trial timelines graphics consultants litigators

Featured Complimentary eBook - The 100-page Antitrust Litigation Guide

antitrust ebook a2l litigation consultants

Featured Complimentary eBook - Leadership Lessons for Litigators and Litigation Support

leadership lessons litigation law firms litigation support

Featured E-Book: The Environmental Litigator's Guide to Trial Presentation & Prep

environmental litigation trial presentation trial prep ebook a2l

Authors

KenLopez resized 152

Ken Lopez founded A2L Consulting in 1995. The firm has since worked with litigators from all major law firms on more than 10,000 cases with over $2 trillion cumulatively at stake.  The A2L team is comprised of psychologists, jury consultants, trial consultants, litigation consultants, attorneys and information designers who provide jury consulting, litigation graphics and trial technology.  Ken Lopez can be reached at lopez@A2LC.com.


tony-klapper-headshot-500x500.jpg 

Tony Klapper joined A2L Consulting after accumulating 20 years of litigation experience while a partner at both Reed Smith and Kirkland & Ellis. Today, he is the Managing Director of Litigation Consulting and General Counsel for A2L Consulting. Tony has significant litigation experience in products liability, toxic tort, employment, financial services, government contract, insurance, and other commercial disputes.  In those matters, he has almost always been the point person for demonstrative evidence and narrative development on his trial teams. Tony can be reached at klapper@a2lc.com.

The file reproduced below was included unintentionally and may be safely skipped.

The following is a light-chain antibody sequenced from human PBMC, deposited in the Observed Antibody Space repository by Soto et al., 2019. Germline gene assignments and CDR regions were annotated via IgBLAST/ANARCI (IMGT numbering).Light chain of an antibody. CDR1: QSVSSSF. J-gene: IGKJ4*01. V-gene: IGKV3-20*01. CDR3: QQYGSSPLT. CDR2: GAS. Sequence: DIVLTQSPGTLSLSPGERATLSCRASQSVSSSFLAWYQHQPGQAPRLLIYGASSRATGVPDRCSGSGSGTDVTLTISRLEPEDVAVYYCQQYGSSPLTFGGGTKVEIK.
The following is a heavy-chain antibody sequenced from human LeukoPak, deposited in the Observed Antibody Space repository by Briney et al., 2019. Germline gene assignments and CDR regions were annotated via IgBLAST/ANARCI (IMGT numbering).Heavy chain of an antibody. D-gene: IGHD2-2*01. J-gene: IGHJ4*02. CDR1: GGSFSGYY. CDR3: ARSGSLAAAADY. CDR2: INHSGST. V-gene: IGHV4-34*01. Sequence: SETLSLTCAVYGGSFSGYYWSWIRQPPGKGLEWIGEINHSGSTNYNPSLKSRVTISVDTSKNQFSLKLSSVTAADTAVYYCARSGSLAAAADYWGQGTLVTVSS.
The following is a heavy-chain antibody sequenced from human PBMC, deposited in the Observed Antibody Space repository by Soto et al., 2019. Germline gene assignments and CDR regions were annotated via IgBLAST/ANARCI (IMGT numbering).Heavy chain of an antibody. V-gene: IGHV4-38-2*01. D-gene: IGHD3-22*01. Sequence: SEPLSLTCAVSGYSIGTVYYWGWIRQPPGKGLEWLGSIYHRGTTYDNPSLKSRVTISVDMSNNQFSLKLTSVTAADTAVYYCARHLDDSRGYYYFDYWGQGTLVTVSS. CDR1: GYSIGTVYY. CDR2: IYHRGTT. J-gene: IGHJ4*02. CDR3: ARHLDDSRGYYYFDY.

dr laurie kuslansky jury consultant a2l consulting







Laurie R. Kuslansky, Ph.D., Managing Director, Trial & Jury Consulting, has conducted over 400 mock trials in more than 1,000 litigation engagements over the past 20 years. Dr. Kuslansky's goal is to provide the highest level of personalized client service possible whether one's need involves a mock trial, witness preparation, jury selection or a mock exercise not involving a jury. Dr. Kuslansky can be reached at kuslansky@A2LC.com.

Articles by Category

Follow A2L Consulting

Member Red Well Blog
ABA Blawg 100 2013 7th annual

Follow Us on Google+

A2L on Google+